Ear & Hearing

About Tympanometry

Tympanometry is an objective measurement that assesses the pressure state in the middle ear (which lies behind the eardrum).

In a normal ear, the air pressure in the middle ear (i.e the inner side of the eardrum) and that of the outer ear (which is the same as the pressure of the air around us) are equal. The Eustachian tube, which connects the middle ear to the nasopharynx (the part of the throat at the back of the nose) allows for this equalisation of air pressure. When the Eustachian tube is blocked or does not function well, there is insufficient air entering the middle ear and this creates a negative pressure (vacuum); if this situation persists, the middle ear may become filled with fluid (middle ear effusion).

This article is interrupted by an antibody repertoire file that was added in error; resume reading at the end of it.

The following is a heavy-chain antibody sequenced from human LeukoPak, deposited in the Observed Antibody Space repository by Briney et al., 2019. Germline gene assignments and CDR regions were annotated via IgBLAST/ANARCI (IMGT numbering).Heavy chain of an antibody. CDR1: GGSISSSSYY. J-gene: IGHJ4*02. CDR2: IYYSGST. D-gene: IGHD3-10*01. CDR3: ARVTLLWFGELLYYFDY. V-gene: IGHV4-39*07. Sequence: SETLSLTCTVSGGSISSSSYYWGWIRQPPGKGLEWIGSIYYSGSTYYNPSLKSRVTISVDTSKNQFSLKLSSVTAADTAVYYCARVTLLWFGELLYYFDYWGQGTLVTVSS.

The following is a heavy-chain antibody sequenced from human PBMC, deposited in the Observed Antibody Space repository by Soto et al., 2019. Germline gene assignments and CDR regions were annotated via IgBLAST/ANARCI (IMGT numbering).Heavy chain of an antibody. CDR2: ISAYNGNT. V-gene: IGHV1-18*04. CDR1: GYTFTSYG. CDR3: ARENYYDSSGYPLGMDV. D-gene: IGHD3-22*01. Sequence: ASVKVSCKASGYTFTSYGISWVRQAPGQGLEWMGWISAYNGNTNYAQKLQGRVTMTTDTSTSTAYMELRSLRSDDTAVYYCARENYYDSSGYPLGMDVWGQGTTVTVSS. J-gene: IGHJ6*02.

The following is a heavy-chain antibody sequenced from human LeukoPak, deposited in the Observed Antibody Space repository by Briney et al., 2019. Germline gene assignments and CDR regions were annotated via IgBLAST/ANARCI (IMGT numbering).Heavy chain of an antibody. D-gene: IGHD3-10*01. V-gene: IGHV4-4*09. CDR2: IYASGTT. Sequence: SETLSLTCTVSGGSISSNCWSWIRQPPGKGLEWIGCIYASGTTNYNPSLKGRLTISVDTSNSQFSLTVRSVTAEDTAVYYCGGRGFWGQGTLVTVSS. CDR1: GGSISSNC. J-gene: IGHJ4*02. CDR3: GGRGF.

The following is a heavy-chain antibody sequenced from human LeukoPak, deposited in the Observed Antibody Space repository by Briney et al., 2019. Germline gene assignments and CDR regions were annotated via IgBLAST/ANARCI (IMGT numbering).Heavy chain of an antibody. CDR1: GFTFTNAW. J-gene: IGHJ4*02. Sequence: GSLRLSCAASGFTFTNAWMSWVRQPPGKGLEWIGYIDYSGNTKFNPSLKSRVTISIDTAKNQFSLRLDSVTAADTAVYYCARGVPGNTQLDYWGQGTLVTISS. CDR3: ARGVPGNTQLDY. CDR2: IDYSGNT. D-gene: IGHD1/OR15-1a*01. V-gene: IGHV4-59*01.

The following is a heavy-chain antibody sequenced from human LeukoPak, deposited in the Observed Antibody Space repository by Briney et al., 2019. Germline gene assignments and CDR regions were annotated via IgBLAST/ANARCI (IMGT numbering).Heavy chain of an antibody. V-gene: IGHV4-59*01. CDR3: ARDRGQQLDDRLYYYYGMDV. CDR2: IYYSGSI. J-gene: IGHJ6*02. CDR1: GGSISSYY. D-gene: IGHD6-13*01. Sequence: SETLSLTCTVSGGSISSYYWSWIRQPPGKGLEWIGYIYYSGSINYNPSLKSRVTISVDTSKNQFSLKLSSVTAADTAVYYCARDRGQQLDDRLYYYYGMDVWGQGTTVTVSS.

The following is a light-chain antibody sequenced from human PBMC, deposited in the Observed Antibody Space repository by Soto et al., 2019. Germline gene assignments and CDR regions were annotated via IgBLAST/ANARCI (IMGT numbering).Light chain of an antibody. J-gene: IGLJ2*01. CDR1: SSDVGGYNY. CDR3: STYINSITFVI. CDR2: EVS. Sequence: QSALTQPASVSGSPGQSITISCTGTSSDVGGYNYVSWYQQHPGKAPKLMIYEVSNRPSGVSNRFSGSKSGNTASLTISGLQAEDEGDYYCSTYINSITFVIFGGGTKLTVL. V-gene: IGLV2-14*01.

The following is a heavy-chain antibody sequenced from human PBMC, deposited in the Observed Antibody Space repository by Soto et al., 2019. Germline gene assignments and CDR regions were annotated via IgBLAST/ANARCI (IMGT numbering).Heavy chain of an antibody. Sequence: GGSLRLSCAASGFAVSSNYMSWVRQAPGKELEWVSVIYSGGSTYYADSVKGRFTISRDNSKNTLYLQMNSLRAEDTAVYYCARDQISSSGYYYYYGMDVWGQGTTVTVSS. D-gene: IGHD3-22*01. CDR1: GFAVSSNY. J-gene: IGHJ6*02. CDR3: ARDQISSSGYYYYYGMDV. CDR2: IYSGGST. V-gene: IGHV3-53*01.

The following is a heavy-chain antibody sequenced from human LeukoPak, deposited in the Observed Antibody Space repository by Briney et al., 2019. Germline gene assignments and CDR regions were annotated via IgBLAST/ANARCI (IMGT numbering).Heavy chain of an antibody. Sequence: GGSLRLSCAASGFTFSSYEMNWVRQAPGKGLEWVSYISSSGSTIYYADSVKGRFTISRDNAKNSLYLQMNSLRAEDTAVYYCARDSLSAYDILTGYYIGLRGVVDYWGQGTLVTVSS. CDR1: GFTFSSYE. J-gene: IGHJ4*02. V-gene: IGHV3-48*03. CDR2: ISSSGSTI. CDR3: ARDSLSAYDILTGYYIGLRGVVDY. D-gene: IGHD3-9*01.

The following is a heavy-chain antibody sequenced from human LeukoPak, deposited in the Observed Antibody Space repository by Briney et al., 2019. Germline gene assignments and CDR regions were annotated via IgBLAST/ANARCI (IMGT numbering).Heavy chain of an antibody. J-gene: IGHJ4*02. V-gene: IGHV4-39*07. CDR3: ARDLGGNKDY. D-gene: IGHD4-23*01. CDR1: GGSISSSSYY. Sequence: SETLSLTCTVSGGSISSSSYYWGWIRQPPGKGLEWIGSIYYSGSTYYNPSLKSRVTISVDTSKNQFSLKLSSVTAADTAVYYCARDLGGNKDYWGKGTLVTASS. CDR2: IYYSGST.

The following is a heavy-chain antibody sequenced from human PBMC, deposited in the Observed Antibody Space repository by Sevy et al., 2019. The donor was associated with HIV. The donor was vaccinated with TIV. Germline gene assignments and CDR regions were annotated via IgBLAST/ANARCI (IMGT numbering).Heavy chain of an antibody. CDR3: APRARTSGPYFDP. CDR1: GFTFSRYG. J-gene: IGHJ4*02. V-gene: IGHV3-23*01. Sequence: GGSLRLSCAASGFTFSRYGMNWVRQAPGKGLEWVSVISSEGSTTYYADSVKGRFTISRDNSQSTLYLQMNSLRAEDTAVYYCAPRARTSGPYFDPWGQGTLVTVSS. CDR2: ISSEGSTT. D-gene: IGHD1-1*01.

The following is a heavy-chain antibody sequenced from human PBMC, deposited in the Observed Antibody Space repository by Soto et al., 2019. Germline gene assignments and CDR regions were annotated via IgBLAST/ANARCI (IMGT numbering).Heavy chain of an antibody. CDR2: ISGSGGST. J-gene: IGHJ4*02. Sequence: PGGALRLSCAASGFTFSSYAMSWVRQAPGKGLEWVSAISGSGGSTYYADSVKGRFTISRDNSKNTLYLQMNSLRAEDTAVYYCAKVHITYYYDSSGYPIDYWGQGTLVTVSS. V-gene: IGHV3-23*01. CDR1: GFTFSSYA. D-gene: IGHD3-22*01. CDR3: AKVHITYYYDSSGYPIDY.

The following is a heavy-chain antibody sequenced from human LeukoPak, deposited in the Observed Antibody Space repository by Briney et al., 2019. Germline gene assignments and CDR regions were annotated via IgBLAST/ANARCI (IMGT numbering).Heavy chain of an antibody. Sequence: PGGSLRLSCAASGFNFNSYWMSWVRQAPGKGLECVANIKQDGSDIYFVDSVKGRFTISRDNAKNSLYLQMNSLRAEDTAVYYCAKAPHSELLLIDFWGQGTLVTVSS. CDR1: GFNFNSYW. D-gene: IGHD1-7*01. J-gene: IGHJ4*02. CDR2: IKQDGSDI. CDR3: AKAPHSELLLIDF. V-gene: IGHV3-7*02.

Tympanometry is performed with a probe inserted into the ear canal. The probe emits a pure tone and measures the amount of sound that passes through the eardrum at different pressure levels. 

The graphical patterns shown on a tympanogram can demonstrate a negative pressure state (type C) or middle ear effusion (type B). A normal (type A) tympanogram would rule out either of these states